If the support members 26 of either the wall core 90 or the roof core 92 are impregnated with a curable polymer compound by the treatment process described above, curing initiators are preferably not applied, and curing of the curable polymer compound is delayed until the polyethylene sheets that are applied following the impregnation process are removed. The delay in curing of the curable polymer compound in support members 26 provides time for application of the support members 26 to the wall core 90 and/or the roof core 92 (described in further detail herein).

Referring now to FIGS. 1-3 and 16-18, a capture system 110 for securing a shelter 10 to a surface 11 is illustrated. Capture system 110 comprises a continuous or individual capture members 28, which provide attachment points for anchoring the shelter 10 to the surface 11, and capture nodes 180, which protrude through the interior surface of the shell 12 and provide attachment points for adding elements or additional fixtures, such as internal screens, to the interior or exterior of the shelter 10.

In certain embodiments, capture member(s) 28 comprise about 0.10-inch diameter stainless steel cables, which terminate in looped ends 112 (FIG. 17). In certain other embodiments, capture member(s) 28 comprise about 0.10-inch-0.25-inch diameter cords, made of nylon, braided or unbraided cloth rope or other suitable and commercially available materials, that terminate in looped ends 112.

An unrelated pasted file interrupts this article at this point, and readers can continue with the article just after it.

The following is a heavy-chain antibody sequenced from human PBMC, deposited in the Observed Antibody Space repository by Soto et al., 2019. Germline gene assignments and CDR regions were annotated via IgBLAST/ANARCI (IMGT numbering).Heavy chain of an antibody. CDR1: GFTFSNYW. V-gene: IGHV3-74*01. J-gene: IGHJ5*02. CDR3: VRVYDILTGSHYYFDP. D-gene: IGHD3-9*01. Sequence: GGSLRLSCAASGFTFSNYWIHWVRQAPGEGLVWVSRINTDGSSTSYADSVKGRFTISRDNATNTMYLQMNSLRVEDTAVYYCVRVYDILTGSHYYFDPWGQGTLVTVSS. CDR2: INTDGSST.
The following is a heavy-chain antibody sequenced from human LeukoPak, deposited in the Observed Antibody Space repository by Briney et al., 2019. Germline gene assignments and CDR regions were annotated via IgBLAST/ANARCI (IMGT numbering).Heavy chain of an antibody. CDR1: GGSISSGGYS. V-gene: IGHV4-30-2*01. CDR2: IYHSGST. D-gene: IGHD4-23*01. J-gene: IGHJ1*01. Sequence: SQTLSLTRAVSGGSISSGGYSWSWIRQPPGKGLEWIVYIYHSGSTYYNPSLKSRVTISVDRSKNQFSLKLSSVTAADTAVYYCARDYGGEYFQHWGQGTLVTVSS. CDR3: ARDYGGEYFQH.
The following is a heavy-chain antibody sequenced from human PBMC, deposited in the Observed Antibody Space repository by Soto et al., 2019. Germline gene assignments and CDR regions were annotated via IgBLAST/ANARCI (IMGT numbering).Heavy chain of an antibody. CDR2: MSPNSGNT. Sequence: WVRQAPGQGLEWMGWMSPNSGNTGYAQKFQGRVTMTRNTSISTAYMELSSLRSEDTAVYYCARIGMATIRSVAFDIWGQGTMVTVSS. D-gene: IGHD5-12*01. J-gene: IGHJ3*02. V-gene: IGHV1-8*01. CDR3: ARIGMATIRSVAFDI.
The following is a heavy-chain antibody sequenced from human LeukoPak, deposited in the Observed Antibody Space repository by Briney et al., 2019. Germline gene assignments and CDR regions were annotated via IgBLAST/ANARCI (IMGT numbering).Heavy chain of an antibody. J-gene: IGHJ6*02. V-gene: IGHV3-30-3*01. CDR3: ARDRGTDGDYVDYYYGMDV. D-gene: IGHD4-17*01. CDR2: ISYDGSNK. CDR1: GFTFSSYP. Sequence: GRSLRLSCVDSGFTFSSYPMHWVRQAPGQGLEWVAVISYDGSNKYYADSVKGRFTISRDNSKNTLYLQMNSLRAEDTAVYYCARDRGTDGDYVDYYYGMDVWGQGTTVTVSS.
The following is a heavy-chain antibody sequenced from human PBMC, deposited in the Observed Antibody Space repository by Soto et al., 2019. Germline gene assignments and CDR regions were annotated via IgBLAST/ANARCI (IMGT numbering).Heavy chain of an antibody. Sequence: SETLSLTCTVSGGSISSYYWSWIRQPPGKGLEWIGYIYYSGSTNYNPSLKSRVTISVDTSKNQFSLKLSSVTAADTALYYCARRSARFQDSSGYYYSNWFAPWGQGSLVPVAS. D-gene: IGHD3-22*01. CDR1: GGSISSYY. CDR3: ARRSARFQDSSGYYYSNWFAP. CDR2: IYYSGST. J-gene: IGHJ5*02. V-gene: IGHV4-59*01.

In certain embodiments, capture member(s) 28 are jacketed in a flexible sheath 114 (shown in FIG. 16) to prevent the capture member(s) 28 from cutting into adjacent layers of the structure. In some such embodiments, to prevent cutting into adjacent layers of the structure, the path of each capture member 28 on the wall core 90 and roof core 92 is lined with a reinforcing material layer 116 (shown in FIG. 16), which in certain of those embodiments is impregnated with a moisture-curable polyisocyanate polymer compound similar to those previously described herein.

Capture member(s) 28 accommodates attachments to many conventional anchoring devices and mechanisms. As illustrated in FIG. 19, such attachments could include a ground anchor 31, such as a ground stake or auger screw that can receive looped end 112. Other anchoring embodiments include a turnbuckle 33 disposed between the anchor 31 and the capture member 28 to facilitate initial and periodic adjustments, as illustrated in FIG. 20.